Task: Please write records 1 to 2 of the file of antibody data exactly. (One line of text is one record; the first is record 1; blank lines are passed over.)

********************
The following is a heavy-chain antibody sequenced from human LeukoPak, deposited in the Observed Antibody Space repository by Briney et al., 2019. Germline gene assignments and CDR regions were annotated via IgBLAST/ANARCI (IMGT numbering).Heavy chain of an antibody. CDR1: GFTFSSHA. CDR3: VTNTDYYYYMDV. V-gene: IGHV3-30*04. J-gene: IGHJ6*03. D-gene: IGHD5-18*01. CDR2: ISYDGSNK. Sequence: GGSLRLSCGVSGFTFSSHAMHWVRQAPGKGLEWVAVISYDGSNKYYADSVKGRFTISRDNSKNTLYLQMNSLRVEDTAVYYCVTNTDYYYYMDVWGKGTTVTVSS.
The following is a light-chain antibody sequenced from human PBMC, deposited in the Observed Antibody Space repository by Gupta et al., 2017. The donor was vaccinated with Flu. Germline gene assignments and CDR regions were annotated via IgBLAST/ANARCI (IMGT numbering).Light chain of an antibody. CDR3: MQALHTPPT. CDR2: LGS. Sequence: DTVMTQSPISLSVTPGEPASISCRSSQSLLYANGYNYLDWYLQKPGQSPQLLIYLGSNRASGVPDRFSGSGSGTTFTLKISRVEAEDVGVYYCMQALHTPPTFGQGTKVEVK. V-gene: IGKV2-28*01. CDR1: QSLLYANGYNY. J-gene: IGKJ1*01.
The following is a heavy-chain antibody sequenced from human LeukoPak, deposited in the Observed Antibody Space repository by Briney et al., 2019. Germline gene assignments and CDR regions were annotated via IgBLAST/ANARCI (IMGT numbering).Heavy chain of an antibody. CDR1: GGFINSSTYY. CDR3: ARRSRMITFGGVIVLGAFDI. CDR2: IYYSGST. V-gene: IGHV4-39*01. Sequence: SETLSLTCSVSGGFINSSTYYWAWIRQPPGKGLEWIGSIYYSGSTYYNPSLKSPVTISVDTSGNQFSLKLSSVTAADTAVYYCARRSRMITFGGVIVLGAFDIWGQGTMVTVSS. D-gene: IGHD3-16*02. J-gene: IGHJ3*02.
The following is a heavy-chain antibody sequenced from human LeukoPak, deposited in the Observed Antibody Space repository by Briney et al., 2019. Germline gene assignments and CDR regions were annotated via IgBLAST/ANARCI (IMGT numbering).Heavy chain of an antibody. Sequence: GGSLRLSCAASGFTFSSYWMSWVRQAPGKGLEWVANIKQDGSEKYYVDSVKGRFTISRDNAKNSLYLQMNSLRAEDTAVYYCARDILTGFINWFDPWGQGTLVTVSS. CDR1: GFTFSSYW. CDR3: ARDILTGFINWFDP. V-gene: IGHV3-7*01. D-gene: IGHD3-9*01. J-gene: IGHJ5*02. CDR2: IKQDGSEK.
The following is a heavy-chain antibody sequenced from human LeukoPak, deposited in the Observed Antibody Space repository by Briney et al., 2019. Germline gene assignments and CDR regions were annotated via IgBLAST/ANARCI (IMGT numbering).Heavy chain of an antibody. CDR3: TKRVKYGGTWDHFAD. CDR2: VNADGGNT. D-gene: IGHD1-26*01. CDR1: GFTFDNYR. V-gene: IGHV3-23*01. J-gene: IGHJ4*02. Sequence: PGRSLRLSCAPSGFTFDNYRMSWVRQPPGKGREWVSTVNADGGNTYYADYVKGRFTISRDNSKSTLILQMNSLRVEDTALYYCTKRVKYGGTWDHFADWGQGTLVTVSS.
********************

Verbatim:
The following is a heavy-chain antibody sequenced from human LeukoPak, deposited in the Observed Antibody Space repository by Briney et al., 2019. Germline gene assignments and CDR regions were annotated via IgBLAST/ANARCI (IMGT numbering).Heavy chain of an antibody. CDR1: GFTFSSHA. CDR3: VTNTDYYYYMDV. V-gene: IGHV3-30*04. J-gene: IGHJ6*03. D-gene: IGHD5-18*01. CDR2: ISYDGSNK. Sequence: GGSLRLSCGVSGFTFSSHAMHWVRQAPGKGLEWVAVISYDGSNKYYADSVKGRFTISRDNSKNTLYLQMNSLRVEDTAVYYCVTNTDYYYYMDVWGKGTTVTVSS.
The following is a light-chain antibody sequenced from human PBMC, deposited in the Observed Antibody Space repository by Gupta et al., 2017. The donor was vaccinated with Flu. Germline gene assignments and CDR regions were annotated via IgBLAST/ANARCI (IMGT numbering).Light chain of an antibody. CDR3: MQALHTPPT. CDR2: LGS. Sequence: DTVMTQSPISLSVTPGEPASISCRSSQSLLYANGYNYLDWYLQKPGQSPQLLIYLGSNRASGVPDRFSGSGSGTTFTLKISRVEAEDVGVYYCMQALHTPPTFGQGTKVEVK. V-gene: IGKV2-28*01. CDR1: QSLLYANGYNY. J-gene: IGKJ1*01.